With nothing more than a quick glance, the two burger joints look similar enough. McDonald's (NYSE:MCD) aims at the value piece of the market and at kids in particular, while Shake Shack (NYSE:SHAK) mostly targets the premium side of the business. McDonald's is older and bigger, but Shake Shack has carved out an appropriately sized sliver of the burger landscape given its age. From a risk-versus-reward perspective, investors could justify owning one about as much as the other.

As we near the halfway point of a coronavirus-rattled 2020, though, investors can't afford to ignore a couple of nuances that make McDonald's the better pick of the two at this time.

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Image source: Getty Images.

Value matters most right now

A bit of sunlight is starting to break through the dark economic clouds that loomed above in March and April. Nonfarm jobs grew by a whopping 2.5 million in May after plunging by a total of 22.1 million during the previous two months.

It's not all been good news, though. New unemployment claims are merely leveling off rather than shrinking, for instance, as is the nation's industrial output and utilization of the United States' production capacity.

Translation: Many of the people who still have a job can't exactly rest easy that they'll have one in the foreseeable future. If the economic effects of the coronavirus pandemic turn into a recession, purse strings will tighten further.

One way people will tighten them is by spending less on meals not prepared at home. It doesn't take much for a $7 hamburger, a $3 order of fries, and a $3 drink (all approximate) to suddenly be seen as an overly expensive meal when consumers can buy a similar meal at McDonald's for no more than $8, depending on the location.

Franchisers faring better than franchisees

The average consumer doesn't know or even care if a particular McDonald's restaurant is owned by the corporation or by a franchisee; the food they're buying is the same either way. It's a detail that's become monumentally important to investors over the course of the past few weeks, though, as COVID-19 has worked its way across the world and temporarily shuttered -- or at least disrupted -- most McDonald's restaurants.

See, a franchisee is the bigger risk-taker in such a relationship. Not only does a franchisee pay an annual fee as well as a percentage of sales to a franchiser like McDonald's, the franchisee also puts up the bulk of the capital necessary to open a McDonald's. The corporation's role in the relationship is to maintain the brand's good image and help all of its stores maintain their spot as a top fast-food destination. That's not exactly easy, but it's not exactly risky either. Whether or not a franchise is profitable, franchise fees and royalties (both of which are higher-margin businesses than restaurants themselves) must still be paid to the franchiser.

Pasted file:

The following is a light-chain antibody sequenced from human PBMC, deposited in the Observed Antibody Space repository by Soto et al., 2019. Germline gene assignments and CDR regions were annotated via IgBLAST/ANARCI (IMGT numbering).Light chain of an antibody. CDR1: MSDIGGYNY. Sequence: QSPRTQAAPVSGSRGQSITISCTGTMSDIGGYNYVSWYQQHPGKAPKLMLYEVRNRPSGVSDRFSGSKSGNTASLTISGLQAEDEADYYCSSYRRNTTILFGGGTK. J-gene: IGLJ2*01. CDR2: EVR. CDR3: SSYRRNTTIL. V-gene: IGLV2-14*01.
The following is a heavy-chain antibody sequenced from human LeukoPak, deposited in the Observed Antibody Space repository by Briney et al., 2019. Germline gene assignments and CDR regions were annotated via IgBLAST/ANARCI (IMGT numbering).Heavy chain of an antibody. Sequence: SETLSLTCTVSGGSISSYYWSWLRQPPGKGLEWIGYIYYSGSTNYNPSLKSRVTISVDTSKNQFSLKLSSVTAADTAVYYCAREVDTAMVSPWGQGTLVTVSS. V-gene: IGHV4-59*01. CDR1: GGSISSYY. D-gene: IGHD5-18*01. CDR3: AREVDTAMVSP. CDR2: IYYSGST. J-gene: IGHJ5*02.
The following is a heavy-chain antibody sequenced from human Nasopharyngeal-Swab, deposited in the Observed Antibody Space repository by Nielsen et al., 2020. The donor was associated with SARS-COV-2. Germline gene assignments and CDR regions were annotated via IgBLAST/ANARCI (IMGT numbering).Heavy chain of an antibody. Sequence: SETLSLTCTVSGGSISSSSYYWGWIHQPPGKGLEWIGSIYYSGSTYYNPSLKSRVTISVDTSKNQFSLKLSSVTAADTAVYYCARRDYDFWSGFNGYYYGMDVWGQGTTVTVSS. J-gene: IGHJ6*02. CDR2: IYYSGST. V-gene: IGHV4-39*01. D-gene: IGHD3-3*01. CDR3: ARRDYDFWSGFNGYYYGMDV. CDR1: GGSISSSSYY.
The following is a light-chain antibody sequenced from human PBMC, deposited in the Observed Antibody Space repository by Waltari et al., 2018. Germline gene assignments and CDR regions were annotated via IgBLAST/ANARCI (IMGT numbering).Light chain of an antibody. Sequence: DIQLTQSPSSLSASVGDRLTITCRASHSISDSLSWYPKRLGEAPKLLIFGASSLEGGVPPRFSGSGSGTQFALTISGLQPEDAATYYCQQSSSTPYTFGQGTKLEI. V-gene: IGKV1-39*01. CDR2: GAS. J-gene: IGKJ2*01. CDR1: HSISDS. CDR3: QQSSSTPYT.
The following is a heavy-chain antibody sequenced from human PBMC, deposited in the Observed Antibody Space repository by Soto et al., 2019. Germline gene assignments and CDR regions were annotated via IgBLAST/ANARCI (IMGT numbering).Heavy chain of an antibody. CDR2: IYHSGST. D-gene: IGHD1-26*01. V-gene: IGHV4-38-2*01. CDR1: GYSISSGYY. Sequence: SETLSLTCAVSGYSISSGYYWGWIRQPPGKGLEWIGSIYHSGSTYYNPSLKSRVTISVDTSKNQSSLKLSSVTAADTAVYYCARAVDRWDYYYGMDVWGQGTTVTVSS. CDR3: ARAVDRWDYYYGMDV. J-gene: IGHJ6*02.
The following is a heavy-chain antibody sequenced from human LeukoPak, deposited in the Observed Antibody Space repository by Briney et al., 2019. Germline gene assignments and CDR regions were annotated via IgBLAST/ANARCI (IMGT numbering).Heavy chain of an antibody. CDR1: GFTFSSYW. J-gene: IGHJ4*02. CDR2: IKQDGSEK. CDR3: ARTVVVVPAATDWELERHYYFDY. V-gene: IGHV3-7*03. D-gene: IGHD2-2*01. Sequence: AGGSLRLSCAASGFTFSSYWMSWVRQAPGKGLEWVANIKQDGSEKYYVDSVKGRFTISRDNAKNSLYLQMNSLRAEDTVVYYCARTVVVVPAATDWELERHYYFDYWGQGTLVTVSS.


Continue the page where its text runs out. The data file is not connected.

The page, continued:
It matters. As of its most recent quarterly report, about 93% of McDonald's restaurants were owned by franchisees rather than by the corporation itself. That's in contrast to Shake Shack, which doesn't offer franchises. It does grant some operators a license, but nearly 60% of its 287 locations are owned and operated by the company itself. That means it will be the party eating most of any losses due to and stemming from the coronavirus pandemic.

Not a permanent situation

The COVID-19 contagion isn't going to last forever, of course, and even if it does lead into a recession, that recession won't last forever either. Shake Shack does just fine in a strong economic environment that prompts consumers into splurging a little.

However, without knowing how long the coronavirus is going to linger -- and then without knowing how long its economic effects will linger after that -- investors just don't have enough clarity to take a chance on Shake Shack when they could just as easily own a better-grounded McDonald's at a fraction of Shake Shack's lofty valuation.

There's a lot to be said for greater certainty when times are notably uncertain.

This article represents the opinion of the writer, who may disagree with the “official” recommendation position of a Motley Fool premium advisory service. We’re motley! Questioning an investing thesis -- even one of our own -- helps us all think critically about investing and make decisions that help us become smarter, happier, and richer.